Vendee Globe – the Big South bares its teeth

Britain’s Pip Hare should cross the longitude of the Cape of Good Hope early tomorrow, her first of the Vendée Globe’s three Great Capes. Lying in 20th place, she is chasing Spanish rival Didac Costa hard, just 12 miles behind the Barcelona firefighter who is on his third round the world race in five years, all of them on board his One Planet – One Ocean which started life as Ellen MacArthur’s Kingfisher over 20 years ago.

Ticking off her first Great Cape will be a significant moment for 45-year-old Hare, who is based out of Poole, England and whose IMOCA is of identical vintage to friend and rival Costa’s. Her's was built as Superbigou by Swiss skipper Bernard Stamm and his friends in a shed in Lesconcil, Brittany and launched 11th February 2000, while MacArthur’s Kingfisher was launched within the same fortnight on the other side of the world in New Zealand.

Just as the two IMOCAs are lifelong rivals – although Stamm had to abandon the 2000-2001 Vendée Globe on which 24-year-old MacArthur led and went on to finish second  – so Hare and Costa previously raced Mini 650s against each other and finished within 40 minutes of each other the last time they did the MiniTransat.

Costa, who finished 14th on the last Vendée Globe, reported last night that he had hit something which he believed to be a whale although there was no damage to the mammal nor to his boat. As well as notifying other competitors via Race HQ, he also made sure Hare – who is sailing in his wake – was aware.

“Didac messaged me yesterday to let me know he had hit something. It is really nice to have him there. We keep in touch. It is amazing for me to have him here as a pace setter but I have no intention of letting him go. That is for sure. I think Kingfisher (now Didac’s One Planet-One Ocean) is a quicker boat and certainly in the bigger breeze I am pushing hard to keep up. The biggest issue is in the moderate breeze this boat is still quite narrow in the beam. It just does not have power and righting moment. I really struggle then reaching in a moderate range. I can’t hang on to him. I have to work very hard in the light and heavy breeze. I have to put the hammer down to keep up with him for sure,” said Hare on today’s Vendée Globe Live.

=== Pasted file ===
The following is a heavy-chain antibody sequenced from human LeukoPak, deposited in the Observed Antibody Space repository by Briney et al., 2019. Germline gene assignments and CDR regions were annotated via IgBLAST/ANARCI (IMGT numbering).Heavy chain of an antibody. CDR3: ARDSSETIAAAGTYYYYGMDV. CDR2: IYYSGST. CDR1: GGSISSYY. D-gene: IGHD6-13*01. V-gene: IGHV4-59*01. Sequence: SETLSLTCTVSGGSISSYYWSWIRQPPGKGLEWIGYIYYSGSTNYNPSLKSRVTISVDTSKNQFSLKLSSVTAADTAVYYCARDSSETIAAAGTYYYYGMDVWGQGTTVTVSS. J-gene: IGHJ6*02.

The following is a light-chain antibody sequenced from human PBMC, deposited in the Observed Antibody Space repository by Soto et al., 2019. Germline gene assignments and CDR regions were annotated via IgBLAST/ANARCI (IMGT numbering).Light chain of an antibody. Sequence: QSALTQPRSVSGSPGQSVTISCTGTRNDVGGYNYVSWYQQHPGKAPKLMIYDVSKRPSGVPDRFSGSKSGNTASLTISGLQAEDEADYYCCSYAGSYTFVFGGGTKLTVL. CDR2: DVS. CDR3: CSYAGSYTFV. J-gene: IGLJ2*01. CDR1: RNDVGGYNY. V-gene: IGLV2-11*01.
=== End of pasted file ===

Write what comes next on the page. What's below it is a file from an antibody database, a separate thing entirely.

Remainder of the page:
Having endured a painful week in the Indian Ocean fighting to keep themselves, their boats and equipment intact in big, choppy seas and very gusty winds to 35-40kts, race leaders Charlie Dalin (Apivia) and Thomas Ruyant (LinkedOut) are finally finding a fast route east on the leading face of a fast moving low pressure system.

With flat water and strong North Westerly winds they are in ideal conditions which Vendée Globe meteo consultant and three times Vendée Globe racer Seb Josse said this morning might see Alex Thomson’s world 24 hours record run of 536 miles – set on the last race – fall.  If they can continue to keep pace with the front which is moving at around 25kts eastwards, they could then catch a moderate wind flow from a high pressure at Cape Leeuwin to complete a dream sequence that could open them a massive lead on their pursuers. And they have indeed maintained high averages since last night, more than 20kts and so that means often surfing at 28-30kts. Ruyant has been on port gybe and so not missing the foil he had to cut away.

The weather is almost sunny, it's rather a good day,” commented a relatively relaxed Charlie Dalin during the Vendée Live this afternoon.

But 600 miles back in the fiery depths of the low pressure system it is very windy with big seas, much more like the Dante-esque vision of the Southern Ocean.

“We have 45 knots and horizontal rain,” reported fourth placed Damien Seguin in a video.

“I have never seen a sea like this, it is rough, it is very hard to go forwards, it catches the boat, the boat accelerates forwards surging to 29 knots but if you are too slow, the waves will catch up and explode on the transom. It is hideous,” confirms Maxime Sorel (11th), this morning on the phone.

The nine boats sailing in Dalin and Ruyant’s wake were overtaken by the front which had 50 knots in squally gusts. With huge confused seas, racing is on hold and self preservation becomes the most important challenge. Damien Seguin, who was in fourth place, has been reporting a failure of his main autopilot. His back up has worked intermittently and the sailor who is the first handisport sailor to take on the Vendee Globe is looking for a solution with his team. 

“The big South is an endurance race that slowly wears you out,” summarizes Josse.

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